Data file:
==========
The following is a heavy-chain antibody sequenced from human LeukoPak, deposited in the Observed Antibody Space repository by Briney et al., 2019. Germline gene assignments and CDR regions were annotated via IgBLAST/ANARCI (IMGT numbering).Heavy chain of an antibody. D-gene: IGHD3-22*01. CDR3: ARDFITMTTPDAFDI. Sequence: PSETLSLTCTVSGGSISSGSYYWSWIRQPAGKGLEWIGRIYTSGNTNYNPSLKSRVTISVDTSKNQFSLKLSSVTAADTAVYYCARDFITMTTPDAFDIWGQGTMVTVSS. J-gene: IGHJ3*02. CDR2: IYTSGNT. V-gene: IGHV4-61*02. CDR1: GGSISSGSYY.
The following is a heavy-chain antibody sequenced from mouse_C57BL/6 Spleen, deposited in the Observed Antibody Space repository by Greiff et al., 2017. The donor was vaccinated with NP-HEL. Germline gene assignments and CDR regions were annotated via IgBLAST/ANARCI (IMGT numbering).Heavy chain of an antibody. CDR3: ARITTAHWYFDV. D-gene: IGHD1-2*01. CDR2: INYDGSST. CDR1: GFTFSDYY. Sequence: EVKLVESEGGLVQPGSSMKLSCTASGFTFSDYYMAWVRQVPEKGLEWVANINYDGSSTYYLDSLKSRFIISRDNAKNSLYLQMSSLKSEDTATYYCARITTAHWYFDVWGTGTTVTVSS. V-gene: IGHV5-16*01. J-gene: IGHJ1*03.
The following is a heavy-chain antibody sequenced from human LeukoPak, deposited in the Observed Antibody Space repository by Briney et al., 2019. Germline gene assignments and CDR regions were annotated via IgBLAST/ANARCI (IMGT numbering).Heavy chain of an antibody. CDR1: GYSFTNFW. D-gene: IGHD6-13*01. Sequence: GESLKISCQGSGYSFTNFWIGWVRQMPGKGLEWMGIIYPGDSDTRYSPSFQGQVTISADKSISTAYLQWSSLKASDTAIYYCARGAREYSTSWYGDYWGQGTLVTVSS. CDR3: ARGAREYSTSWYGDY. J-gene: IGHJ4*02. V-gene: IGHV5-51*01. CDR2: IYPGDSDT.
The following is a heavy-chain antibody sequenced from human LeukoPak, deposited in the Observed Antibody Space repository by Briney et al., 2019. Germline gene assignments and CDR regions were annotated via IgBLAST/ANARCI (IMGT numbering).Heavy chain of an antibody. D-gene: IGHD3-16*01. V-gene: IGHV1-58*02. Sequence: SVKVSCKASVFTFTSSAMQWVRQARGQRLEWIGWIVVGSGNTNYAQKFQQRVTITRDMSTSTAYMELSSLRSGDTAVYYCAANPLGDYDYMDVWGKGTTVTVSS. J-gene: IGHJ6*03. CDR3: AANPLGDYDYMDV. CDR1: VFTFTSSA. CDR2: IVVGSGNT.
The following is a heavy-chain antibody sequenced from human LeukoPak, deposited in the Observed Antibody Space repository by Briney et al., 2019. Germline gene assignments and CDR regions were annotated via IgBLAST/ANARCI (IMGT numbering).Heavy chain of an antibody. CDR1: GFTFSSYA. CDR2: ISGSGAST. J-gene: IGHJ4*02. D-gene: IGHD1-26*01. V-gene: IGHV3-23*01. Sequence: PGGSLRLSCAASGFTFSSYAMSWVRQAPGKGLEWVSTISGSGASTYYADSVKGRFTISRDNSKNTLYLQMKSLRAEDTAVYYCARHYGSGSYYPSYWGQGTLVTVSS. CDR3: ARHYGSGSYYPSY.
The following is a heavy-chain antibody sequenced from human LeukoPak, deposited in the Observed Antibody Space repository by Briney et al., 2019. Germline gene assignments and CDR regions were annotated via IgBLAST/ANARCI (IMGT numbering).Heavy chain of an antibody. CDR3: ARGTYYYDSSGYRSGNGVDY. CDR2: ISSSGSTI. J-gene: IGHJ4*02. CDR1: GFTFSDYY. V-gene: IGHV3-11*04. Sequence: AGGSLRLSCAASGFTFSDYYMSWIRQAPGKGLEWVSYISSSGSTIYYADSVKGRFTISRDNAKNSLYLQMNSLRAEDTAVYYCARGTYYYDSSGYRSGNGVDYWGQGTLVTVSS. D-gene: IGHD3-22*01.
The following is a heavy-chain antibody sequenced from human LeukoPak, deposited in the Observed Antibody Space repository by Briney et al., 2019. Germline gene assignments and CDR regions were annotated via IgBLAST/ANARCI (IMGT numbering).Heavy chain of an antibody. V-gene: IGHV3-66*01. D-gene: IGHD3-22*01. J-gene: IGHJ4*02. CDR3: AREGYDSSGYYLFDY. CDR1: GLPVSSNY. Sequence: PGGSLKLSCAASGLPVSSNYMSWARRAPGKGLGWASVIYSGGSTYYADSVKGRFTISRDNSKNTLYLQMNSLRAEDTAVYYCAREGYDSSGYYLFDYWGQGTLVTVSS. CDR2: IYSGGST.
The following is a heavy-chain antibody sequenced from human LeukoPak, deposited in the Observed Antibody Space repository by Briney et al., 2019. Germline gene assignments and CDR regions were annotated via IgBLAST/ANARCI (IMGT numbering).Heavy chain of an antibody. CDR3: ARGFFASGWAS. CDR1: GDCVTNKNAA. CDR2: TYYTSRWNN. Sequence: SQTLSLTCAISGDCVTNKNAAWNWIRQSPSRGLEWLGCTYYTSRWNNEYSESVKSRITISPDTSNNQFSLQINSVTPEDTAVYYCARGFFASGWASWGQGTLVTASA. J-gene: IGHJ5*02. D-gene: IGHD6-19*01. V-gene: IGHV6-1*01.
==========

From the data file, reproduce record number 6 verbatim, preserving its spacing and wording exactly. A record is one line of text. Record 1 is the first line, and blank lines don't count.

The following is a heavy-chain antibody sequenced from human LeukoPak, deposited in the Observed Antibody Space repository by Briney et al., 2019. Germline gene assignments and CDR regions were annotated via IgBLAST/ANARCI (IMGT numbering).Heavy chain of an antibody. CDR3: ARGTYYYDSSGYRSGNGVDY. CDR2: ISSSGSTI. J-gene: IGHJ4*02. CDR1: GFTFSDYY. V-gene: IGHV3-11*04. Sequence: AGGSLRLSCAASGFTFSDYYMSWIRQAPGKGLEWVSYISSSGSTIYYADSVKGRFTISRDNAKNSLYLQMNSLRAEDTAVYYCARGTYYYDSSGYRSGNGVDYWGQGTLVTVSS. D-gene: IGHD3-22*01.